Sponsors of an effort to repeal a new state law say they were so rushed by Wyoming’s referendum deadline that they didn’t have time to count how many signatures they had collected on the petitions they submitted this week. “The referendum process needs to be changed,” said Jennifer Young, of Torrington, who was among those submitting petition signatures Tuesday, minutes before the deadline. “It’s designed for the people to fail and the legislators to not lose a bill they want.” Wyoming’s referendum process is among the most restrictive in the nation, meaning residents have little chance of reaching the statewide ballot with their cause, public policy advocates say. In the last 30 years, only one referendum on a new state law succeeded in making the general election ballot. It failed at the polls.
In the latest attempt, the Wyoming Constitution Party is leading an effort to repeal a new law that redefines the state superintendent of public instruction’s powers and duties, mainly by replacing the superintendent as head of the state Education Department with a director appointed by the governor.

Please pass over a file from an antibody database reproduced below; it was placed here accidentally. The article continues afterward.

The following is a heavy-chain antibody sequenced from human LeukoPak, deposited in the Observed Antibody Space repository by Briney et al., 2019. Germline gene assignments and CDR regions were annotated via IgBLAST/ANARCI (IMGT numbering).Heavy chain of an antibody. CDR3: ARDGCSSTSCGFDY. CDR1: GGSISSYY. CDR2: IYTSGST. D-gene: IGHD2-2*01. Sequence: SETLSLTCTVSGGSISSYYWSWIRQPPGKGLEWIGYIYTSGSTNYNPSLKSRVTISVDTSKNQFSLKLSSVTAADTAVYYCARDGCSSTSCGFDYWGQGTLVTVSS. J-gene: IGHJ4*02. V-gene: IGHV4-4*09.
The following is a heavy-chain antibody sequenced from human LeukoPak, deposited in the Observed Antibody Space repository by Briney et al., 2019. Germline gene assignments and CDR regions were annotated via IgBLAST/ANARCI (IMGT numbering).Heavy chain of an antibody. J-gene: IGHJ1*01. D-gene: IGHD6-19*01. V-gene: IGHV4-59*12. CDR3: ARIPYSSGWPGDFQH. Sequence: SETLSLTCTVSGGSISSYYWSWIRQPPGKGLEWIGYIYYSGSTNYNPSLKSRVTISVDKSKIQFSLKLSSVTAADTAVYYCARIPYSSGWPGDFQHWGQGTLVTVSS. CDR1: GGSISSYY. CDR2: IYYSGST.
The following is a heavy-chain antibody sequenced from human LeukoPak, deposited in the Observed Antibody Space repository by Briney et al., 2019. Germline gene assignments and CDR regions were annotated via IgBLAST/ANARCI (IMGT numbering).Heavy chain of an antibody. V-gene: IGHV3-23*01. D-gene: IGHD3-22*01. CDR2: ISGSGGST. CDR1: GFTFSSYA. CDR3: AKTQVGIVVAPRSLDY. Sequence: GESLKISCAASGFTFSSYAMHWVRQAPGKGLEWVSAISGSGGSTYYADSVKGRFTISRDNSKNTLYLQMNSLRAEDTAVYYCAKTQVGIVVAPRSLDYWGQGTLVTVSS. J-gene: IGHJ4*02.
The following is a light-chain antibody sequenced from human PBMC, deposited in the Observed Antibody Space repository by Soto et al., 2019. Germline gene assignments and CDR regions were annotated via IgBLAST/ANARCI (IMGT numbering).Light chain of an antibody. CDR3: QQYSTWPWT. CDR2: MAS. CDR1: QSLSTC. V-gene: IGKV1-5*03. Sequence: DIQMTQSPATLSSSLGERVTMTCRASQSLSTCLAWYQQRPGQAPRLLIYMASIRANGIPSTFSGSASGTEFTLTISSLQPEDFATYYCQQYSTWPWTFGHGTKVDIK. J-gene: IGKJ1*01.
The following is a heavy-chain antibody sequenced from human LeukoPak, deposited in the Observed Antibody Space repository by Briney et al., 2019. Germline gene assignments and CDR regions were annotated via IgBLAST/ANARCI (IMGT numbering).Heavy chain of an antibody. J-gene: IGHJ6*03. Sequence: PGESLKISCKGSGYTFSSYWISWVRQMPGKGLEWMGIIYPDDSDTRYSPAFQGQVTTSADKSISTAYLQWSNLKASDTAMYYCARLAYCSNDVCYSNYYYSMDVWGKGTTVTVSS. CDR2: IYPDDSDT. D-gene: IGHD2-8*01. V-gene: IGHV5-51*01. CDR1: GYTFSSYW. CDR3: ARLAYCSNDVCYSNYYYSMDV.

In order for the effort to succeed, Young and other sponsors of the drive had 90 days to collect 37,606 valid signatures, or 15 percent of the votes cast in the 2012 general election. In addition, the signatures they collected must represent 15 percent of those residing in at least two-thirds of the state’s 23 counties _ a provision that forces petition circulators to collect signatures in rural areas of the state and not just in the most populous cities like Cheyenne and Casper.
Dan Neal, director of the Equality State Policy Center in Casper, said Wyoming is one of the most difficult states for an initiative or referendum to succeed.
“The signature requirement seems OK, but the fact that you need to get it from so many parts of state really makes it nearly impossible,” Neal said.
Also, the 90-day timeline is reduced because the secretary of state’s office must certify and print the petitions. The 90-day clock started ticking when the Legislature adjourned on Feb. 27 but the petitions weren’t ready for circulation until March 21.